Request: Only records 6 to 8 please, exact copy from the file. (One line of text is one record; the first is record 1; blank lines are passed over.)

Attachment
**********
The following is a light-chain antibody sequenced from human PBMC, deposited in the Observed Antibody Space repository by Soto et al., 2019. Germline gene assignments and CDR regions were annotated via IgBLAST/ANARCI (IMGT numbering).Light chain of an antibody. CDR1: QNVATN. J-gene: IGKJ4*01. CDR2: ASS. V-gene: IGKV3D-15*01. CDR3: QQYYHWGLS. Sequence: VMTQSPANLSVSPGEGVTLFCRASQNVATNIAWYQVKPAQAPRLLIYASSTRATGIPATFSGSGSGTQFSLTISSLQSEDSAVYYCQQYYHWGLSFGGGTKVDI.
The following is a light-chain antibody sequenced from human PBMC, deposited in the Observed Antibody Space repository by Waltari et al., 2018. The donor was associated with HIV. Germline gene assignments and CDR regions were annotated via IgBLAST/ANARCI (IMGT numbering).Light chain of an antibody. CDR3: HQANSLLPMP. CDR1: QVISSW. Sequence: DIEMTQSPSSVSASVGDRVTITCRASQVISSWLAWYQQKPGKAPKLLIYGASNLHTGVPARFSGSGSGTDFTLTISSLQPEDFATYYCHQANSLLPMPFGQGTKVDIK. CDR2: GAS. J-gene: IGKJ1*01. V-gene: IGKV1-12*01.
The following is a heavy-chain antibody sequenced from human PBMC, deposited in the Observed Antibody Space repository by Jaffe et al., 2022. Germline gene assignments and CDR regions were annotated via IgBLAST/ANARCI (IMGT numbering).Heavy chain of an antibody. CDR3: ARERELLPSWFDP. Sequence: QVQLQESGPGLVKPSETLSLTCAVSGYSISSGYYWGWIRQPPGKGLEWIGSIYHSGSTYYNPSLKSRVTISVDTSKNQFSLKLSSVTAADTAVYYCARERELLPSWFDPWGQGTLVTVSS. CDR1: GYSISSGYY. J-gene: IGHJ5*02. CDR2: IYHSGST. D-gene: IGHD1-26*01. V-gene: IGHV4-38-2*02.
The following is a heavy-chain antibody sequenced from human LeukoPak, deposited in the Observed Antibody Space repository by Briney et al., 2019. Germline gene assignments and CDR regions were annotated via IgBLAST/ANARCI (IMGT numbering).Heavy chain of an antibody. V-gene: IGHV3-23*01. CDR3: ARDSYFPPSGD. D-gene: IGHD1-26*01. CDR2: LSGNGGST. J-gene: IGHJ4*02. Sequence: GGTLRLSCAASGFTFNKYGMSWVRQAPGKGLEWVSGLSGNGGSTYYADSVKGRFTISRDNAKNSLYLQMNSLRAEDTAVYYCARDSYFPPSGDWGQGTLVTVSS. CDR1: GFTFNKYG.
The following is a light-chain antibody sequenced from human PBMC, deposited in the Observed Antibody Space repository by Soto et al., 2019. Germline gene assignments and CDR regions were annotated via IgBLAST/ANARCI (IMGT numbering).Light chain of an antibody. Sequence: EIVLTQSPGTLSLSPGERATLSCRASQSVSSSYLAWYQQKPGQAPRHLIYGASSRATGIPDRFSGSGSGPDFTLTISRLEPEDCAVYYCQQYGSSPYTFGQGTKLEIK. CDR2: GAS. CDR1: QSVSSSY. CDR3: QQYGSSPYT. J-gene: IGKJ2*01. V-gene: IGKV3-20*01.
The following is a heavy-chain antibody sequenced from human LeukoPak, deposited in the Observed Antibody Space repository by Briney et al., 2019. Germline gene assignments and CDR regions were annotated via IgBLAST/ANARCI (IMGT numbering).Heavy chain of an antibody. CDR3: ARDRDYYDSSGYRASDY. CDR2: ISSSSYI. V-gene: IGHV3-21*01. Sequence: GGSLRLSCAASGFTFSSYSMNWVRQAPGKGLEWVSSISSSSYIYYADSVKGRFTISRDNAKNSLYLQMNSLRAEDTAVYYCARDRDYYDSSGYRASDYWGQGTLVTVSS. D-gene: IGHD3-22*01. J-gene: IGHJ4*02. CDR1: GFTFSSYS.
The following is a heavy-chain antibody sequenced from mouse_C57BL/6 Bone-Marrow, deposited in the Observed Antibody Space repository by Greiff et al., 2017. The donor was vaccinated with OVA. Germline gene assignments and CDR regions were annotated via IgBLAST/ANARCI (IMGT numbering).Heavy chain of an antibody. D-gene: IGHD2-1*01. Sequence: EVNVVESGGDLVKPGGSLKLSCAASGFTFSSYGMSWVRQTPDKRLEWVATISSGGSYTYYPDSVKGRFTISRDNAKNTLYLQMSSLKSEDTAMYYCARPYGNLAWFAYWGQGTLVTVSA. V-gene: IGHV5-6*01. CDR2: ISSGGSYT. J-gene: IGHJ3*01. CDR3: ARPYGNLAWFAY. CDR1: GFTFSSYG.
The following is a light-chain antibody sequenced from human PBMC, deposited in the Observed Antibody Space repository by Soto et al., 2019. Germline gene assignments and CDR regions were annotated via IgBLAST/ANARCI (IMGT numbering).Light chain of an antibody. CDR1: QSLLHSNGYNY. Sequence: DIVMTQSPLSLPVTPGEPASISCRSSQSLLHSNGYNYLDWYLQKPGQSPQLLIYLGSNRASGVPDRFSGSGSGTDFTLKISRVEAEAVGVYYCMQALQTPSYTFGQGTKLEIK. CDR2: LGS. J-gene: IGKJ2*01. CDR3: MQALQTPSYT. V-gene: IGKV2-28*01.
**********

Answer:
The following is a heavy-chain antibody sequenced from human LeukoPak, deposited in the Observed Antibody Space repository by Briney et al., 2019. Germline gene assignments and CDR regions were annotated via IgBLAST/ANARCI (IMGT numbering).Heavy chain of an antibody. CDR3: ARDRDYYDSSGYRASDY. CDR2: ISSSSYI. V-gene: IGHV3-21*01. Sequence: GGSLRLSCAASGFTFSSYSMNWVRQAPGKGLEWVSSISSSSYIYYADSVKGRFTISRDNAKNSLYLQMNSLRAEDTAVYYCARDRDYYDSSGYRASDYWGQGTLVTVSS. D-gene: IGHD3-22*01. J-gene: IGHJ4*02. CDR1: GFTFSSYS.
The following is a heavy-chain antibody sequenced from mouse_C57BL/6 Bone-Marrow, deposited in the Observed Antibody Space repository by Greiff et al., 2017. The donor was vaccinated with OVA. Germline gene assignments and CDR regions were annotated via IgBLAST/ANARCI (IMGT numbering).Heavy chain of an antibody. D-gene: IGHD2-1*01. Sequence: EVNVVESGGDLVKPGGSLKLSCAASGFTFSSYGMSWVRQTPDKRLEWVATISSGGSYTYYPDSVKGRFTISRDNAKNTLYLQMSSLKSEDTAMYYCARPYGNLAWFAYWGQGTLVTVSA. V-gene: IGHV5-6*01. CDR2: ISSGGSYT. J-gene: IGHJ3*01. CDR3: ARPYGNLAWFAY. CDR1: GFTFSSYG.
The following is a light-chain antibody sequenced from human PBMC, deposited in the Observed Antibody Space repository by Soto et al., 2019. Germline gene assignments and CDR regions were annotated via IgBLAST/ANARCI (IMGT numbering).Light chain of an antibody. CDR1: QSLLHSNGYNY. Sequence: DIVMTQSPLSLPVTPGEPASISCRSSQSLLHSNGYNYLDWYLQKPGQSPQLLIYLGSNRASGVPDRFSGSGSGTDFTLKISRVEAEAVGVYYCMQALQTPSYTFGQGTKLEIK. CDR2: LGS. J-gene: IGKJ2*01. CDR3: MQALQTPSYT. V-gene: IGKV2-28*01.